Skip to comments.Relativistic Baseball
Posted on 08/04/2013 9:27:49 AM PDT by 1rudeboy
What would happen if you tried to hit a baseball pitched at 90% the speed of light?
Lets set aside the question of how we got the baseball moving that fast. We'll suppose it's a normal pitch, except in the instant the pitcher releases the ball, it magically accelerates to 0.9c. From that point onward, everything proceeds according to normal physics.:
The answer turns out to be a lot of things, and they all happen very quickly, and it doesnt end well for the batter (or the pitcher). I sat down with some physics books, a Nolan Ryan action figure, and a bunch of videotapes of nuclear tests and tried to sort it all out. What follows is my best guess at a nanosecond-by-nanosecond portrait:
The ball is going so fast that everything else is practically stationary. Even the molecules in the air are stationary. Air molecules vibrate back and forth at a few hundred miles per hour, but the ball is moving through them at 600 million miles per hour. This means that as far as the ball is concerned, theyre just hanging there, frozen.
The ideas of aerodynamics dont apply here. Normally, air would flow around anything moving through it. But the air molecules in front of this ball dont have time to be jostled out of the way. The ball smacks into them so hard that the atoms in the air molecules actually fuse with the atoms in the balls surface. Each collision releases a burst of gamma rays and scattered particles.
These gamma rays and debris expand outward in a bubble centered on the pitchers mound. They start to tear apart the molecules in the air, ripping the electrons from the nuclei and turning the air in the stadium into an expanding bubble of incandescent plasma. The wall of this bubble approaches the batter at about the speed of lightonly slightly ahead of the ball itself.
Silly premises lead to silly conclusions. Nothing new in that.
Interesting website. I’ve been aware of the XKCD cartoons, but not this.
Physics is not “silly,” in my opinion. Go and show this link to a niece or a nephew of a younger age, and see what happens.
Indeed. They're weren't relativistic, but they still made an awfully big "bang"!
This technology is very far outin miles and years. A pair of satellites orbiting several hundred miles above the Earth would serve as a weapons system. One functions as the targeting and communications platform while the other carries numerous tungsten rodsup to 20 feet in length and a foot in diameterthat it can drop on targets with less than 15 minutes notice. When instructed from the ground, the targeting satellite commands its partner to drop one of its darts. The guided rods enter the atmosphere, protected by a thermal coating, traveling at 36,000 feet per secondcomparable to the speed of a meteor. The result: complete devastation of the target, even if its buried deep underground. (The two-platform configuration permits the weapon to be reloaded by just launching a new set of rods, rather than replacing the entire system.)
Popular Science, Rods from God, June 1, 2004.
Thanks for making my point. (And your's is not an opinion, it's a fact, Jack.) The silly part is the premise of a 0.9c baseball in a dense atmosphere. It would have burned up long before ever getting to 0.9c. Ever see a small piece of space debris entering the thin outer atmosphere at 0.0000...c? Poof. Shooting star. Gone. You cannot suspend basic physics, go on to construct some "what if?" scenario, and then claim it's still covered by physics.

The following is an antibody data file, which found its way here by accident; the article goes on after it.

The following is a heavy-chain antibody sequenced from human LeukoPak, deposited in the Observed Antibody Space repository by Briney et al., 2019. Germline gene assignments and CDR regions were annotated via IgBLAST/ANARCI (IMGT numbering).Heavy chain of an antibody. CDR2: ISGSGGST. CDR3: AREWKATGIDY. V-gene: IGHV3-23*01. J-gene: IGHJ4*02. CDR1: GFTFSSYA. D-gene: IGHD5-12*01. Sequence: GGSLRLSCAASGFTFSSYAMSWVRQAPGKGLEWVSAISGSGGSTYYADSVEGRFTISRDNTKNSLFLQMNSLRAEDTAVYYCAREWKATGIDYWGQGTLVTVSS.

Oh, as to your suggestion, I would not knowingly subject any young relatives of mine to silly stuff like that before they had a firm grasp on the real principles of physics.
(That’s what public schools are for, anyway. Heh.)
We'll suppose it's a normal pitch, except in the instant the pitcher releases the ball, it magically accelerates to 0.9c. [emphasis added]
My favorite bit:
We have not yet considered the existence of a Supergirl.*
*She can't mate with Superman because she's his first cousin. And only a cad would suggest differently.
The various incarnations of Supergirl:
Totally logical within the premise of the Superman mythos. My favorite thought experiment is what happens when post-pubescent Clark Kent 'whacks off'? Even in farm country Kansas, super sperm will find ...
In a word, all are toast [in an imperceptible instant.]
There's no point at all continuing with (my premise) ‘physics’ after the (silly) premise ‘magically’. So yes, *my* premise.
My point stands: Silly premises lead to silly conclusions.
We can do this all day if you want. (Actually, I'll quit right here. No point arguing against an intentional fallacy.)
The linked site says :
A careful reading of official Major League Baseball Rule 6.08(b) suggests that in this situation, the batter would be considered "hit by pitch", and would be eligible to advance to first base.
They don't give the kinetic energy, though. This follows directly from K = (gamma - 1)mc2. With beta=0.9 , this comes to 1.29 mc2, i.e. 29% greater than the rest energy.
I always recall this illustration:
Half a dime is about 1 gram and a baseball is about 150 grams, so we're talking about 200 gram equivalent in kinetic energy at 0.9c. If the Hiroshima bomb was about 10 kilotons, we've got a 2 megaton explosion.
"That's the wonderful thing about science, one gets such wholesale returns in speculation on such a trifling investment of fact." - Mark Twain
Then you best burn most physics textbooks and rid the world of such things as frictionless pulleys, massless ropes connecting point masses, frictionless surfaces, continuous mass distributions etc.
I knew the pitchers were getting fast, but...
Simplification (e.g., a point mass) to enable mathematical description is not the same as ‘magic’ as used in the article. JMHO.
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